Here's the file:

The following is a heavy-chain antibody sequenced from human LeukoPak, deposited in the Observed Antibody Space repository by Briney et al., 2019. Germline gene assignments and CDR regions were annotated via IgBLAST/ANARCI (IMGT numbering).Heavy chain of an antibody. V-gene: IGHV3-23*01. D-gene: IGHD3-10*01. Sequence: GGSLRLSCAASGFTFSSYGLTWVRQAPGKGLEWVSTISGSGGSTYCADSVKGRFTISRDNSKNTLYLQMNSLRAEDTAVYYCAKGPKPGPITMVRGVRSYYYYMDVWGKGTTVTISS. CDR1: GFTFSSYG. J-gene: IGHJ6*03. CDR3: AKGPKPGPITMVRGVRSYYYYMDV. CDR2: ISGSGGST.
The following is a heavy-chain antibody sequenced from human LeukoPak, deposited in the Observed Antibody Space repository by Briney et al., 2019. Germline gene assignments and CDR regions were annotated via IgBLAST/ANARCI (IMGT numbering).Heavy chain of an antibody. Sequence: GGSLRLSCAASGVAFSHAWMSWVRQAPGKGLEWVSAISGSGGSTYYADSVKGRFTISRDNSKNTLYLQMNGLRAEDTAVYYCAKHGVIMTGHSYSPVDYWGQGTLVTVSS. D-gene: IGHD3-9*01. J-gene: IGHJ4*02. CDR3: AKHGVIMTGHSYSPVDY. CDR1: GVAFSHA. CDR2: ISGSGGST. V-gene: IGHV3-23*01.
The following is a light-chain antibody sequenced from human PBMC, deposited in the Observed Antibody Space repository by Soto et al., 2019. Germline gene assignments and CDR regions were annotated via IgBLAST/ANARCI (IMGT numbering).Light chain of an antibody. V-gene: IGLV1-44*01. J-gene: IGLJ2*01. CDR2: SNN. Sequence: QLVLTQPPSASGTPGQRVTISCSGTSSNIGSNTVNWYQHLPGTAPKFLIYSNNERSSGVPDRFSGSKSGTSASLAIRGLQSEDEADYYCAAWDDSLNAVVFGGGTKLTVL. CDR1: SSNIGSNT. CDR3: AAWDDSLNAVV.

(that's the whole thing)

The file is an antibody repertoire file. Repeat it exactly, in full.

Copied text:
The following is a heavy-chain antibody sequenced from human LeukoPak, deposited in the Observed Antibody Space repository by Briney et al., 2019. Germline gene assignments and CDR regions were annotated via IgBLAST/ANARCI (IMGT numbering).Heavy chain of an antibody. V-gene: IGHV3-23*01. D-gene: IGHD3-10*01. Sequence: GGSLRLSCAASGFTFSSYGLTWVRQAPGKGLEWVSTISGSGGSTYCADSVKGRFTISRDNSKNTLYLQMNSLRAEDTAVYYCAKGPKPGPITMVRGVRSYYYYMDVWGKGTTVTISS. CDR1: GFTFSSYG. J-gene: IGHJ6*03. CDR3: AKGPKPGPITMVRGVRSYYYYMDV. CDR2: ISGSGGST.
The following is a heavy-chain antibody sequenced from human LeukoPak, deposited in the Observed Antibody Space repository by Briney et al., 2019. Germline gene assignments and CDR regions were annotated via IgBLAST/ANARCI (IMGT numbering).Heavy chain of an antibody. Sequence: GGSLRLSCAASGVAFSHAWMSWVRQAPGKGLEWVSAISGSGGSTYYADSVKGRFTISRDNSKNTLYLQMNGLRAEDTAVYYCAKHGVIMTGHSYSPVDYWGQGTLVTVSS. D-gene: IGHD3-9*01. J-gene: IGHJ4*02. CDR3: AKHGVIMTGHSYSPVDY. CDR1: GVAFSHA. CDR2: ISGSGGST. V-gene: IGHV3-23*01.
The following is a light-chain antibody sequenced from human PBMC, deposited in the Observed Antibody Space repository by Soto et al., 2019. Germline gene assignments and CDR regions were annotated via IgBLAST/ANARCI (IMGT numbering).Light chain of an antibody. V-gene: IGLV1-44*01. J-gene: IGLJ2*01. CDR2: SNN. Sequence: QLVLTQPPSASGTPGQRVTISCSGTSSNIGSNTVNWYQHLPGTAPKFLIYSNNERSSGVPDRFSGSKSGTSASLAIRGLQSEDEADYYCAAWDDSLNAVVFGGGTKLTVL. CDR1: SSNIGSNT. CDR3: AAWDDSLNAVV.